Applied Programming/Lists and Tuples

OverviewEdit

Data StructureEdit

What is it?Edit

A way in which data are stored for efficient search and retrieval. Different data structures are suited for different problems. Some data structures are useful for simple general problems, such as retrieving data that has been stored with a specific identifier. For example, an online dictionary can be structured so that it can retrieve the definition of a word. On the other hand, specialized data structures have been devised to solve complex specific search problems.[1]

Looking at basic examples is an effective way to understand data structures. For example, a very basic example of a data structure is an array, in which multiple data bits are coordinated into a group sharing a common label. This helps programs call these data bits or perform other work on the data set as a whole. Another example of a data structure is a stack, which places data units in relative hierarchies, allowing code functions to work on the data in coordinated ways, such as pushing a new data unit into a stack, or popping a data unit from the top of a stack.[2]

In a general sense, the data structure concept dovetails with that of virtual objects and virtual reality. As data is more elaborately arranged by developers and others, the data becomes more functional, allowing the emergence of a virtual reality. This is a core concept of many technological advances from the last few decades.[2]

Array Data StructureEdit

What is it?Edit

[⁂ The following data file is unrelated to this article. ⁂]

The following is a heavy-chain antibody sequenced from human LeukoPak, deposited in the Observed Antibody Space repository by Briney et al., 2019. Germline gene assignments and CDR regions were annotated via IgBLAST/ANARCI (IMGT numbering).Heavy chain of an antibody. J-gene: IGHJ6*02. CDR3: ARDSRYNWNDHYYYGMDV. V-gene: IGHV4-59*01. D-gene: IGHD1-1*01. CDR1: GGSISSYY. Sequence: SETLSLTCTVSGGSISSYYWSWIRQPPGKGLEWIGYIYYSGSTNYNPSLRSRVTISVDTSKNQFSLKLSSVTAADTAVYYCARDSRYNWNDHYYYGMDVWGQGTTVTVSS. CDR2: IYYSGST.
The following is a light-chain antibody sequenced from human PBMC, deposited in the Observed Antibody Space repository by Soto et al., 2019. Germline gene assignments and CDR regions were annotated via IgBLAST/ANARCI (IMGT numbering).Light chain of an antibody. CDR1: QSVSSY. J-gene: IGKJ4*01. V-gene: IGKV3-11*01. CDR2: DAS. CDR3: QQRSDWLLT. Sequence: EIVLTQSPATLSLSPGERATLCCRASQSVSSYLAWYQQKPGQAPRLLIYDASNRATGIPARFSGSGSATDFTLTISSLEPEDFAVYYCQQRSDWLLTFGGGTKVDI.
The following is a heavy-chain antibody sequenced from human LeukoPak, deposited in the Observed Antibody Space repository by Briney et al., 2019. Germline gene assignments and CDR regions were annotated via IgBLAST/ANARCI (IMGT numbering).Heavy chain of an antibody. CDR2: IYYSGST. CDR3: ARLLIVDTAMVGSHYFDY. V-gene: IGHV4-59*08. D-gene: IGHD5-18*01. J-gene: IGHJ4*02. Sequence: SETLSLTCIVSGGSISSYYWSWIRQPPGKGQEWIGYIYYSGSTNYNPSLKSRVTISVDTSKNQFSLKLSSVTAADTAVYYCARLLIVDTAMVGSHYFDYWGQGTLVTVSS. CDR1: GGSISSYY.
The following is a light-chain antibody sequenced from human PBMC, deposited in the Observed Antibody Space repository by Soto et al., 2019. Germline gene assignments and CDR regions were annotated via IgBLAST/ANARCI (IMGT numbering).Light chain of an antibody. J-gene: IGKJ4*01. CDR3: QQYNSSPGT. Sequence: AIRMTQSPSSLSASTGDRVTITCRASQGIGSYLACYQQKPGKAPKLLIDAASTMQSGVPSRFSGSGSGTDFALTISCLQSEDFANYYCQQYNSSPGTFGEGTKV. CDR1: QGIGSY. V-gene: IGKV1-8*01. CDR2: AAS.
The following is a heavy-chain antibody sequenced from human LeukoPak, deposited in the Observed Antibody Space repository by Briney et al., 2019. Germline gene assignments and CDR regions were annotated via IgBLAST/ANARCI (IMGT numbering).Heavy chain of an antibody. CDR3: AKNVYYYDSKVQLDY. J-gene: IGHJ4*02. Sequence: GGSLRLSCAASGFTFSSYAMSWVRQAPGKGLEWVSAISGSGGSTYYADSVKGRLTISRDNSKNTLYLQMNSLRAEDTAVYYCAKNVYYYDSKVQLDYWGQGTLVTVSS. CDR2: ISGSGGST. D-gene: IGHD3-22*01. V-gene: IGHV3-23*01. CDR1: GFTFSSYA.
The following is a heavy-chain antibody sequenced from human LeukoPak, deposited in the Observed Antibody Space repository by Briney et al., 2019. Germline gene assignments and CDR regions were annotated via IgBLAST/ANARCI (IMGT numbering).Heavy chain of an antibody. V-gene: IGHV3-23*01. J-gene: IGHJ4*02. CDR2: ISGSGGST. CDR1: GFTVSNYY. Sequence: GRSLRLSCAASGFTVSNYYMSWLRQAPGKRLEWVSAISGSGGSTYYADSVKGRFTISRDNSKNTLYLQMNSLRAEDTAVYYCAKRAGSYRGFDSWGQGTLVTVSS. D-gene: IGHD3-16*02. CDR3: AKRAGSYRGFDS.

In computer science, an array data structure, or simply an array, is a data structure consisting of a collection of elements (values or variables), each identified by at least one array index or key. An array is stored such that the position of each element can be computed from its index tuple by a mathematical formula. The simplest type of data structure is a linear array, also called one-dimensional array. Arrays are among the oldest and most important data structures, and are used by almost every program. They are also used to implement many other data structures, such as lists and strings. Arrays are useful mostly because the element indices can be computed at run time. Among other things, this feature allows a single iterative statement to process arbitrarily many elements of an array. For that reason, the elements of an array data structure are required to have the same size and should use the same data representation.[3]

IndexingEdit

Zero-based

Index starts with 0. Array length is equal to the number of elements the array can store. Zero-based arrays are zero-based because of math-related reasons. Not for hardware-related reasons.[4]

One-based

Index starts with 1.

N-based

The base index of an array can be freely chosen. Usually programming languages allowing n-based indexing also allow negative index values and other scalar data types like enumerations, or characters may be used as an array index.

DimensionsEdit

One-dimensional

A one-dimensional array (or single dimension array) is a type of linear array. Accessing its elements involves a single subscript which can either represent a row or column index.

days_week = ['Mon', 'Tues', 'Wed', 'Thurs', 'Fri', 'Sat', 'Sun']
print(days_week[1])

Output:

Tues

Two-dimensional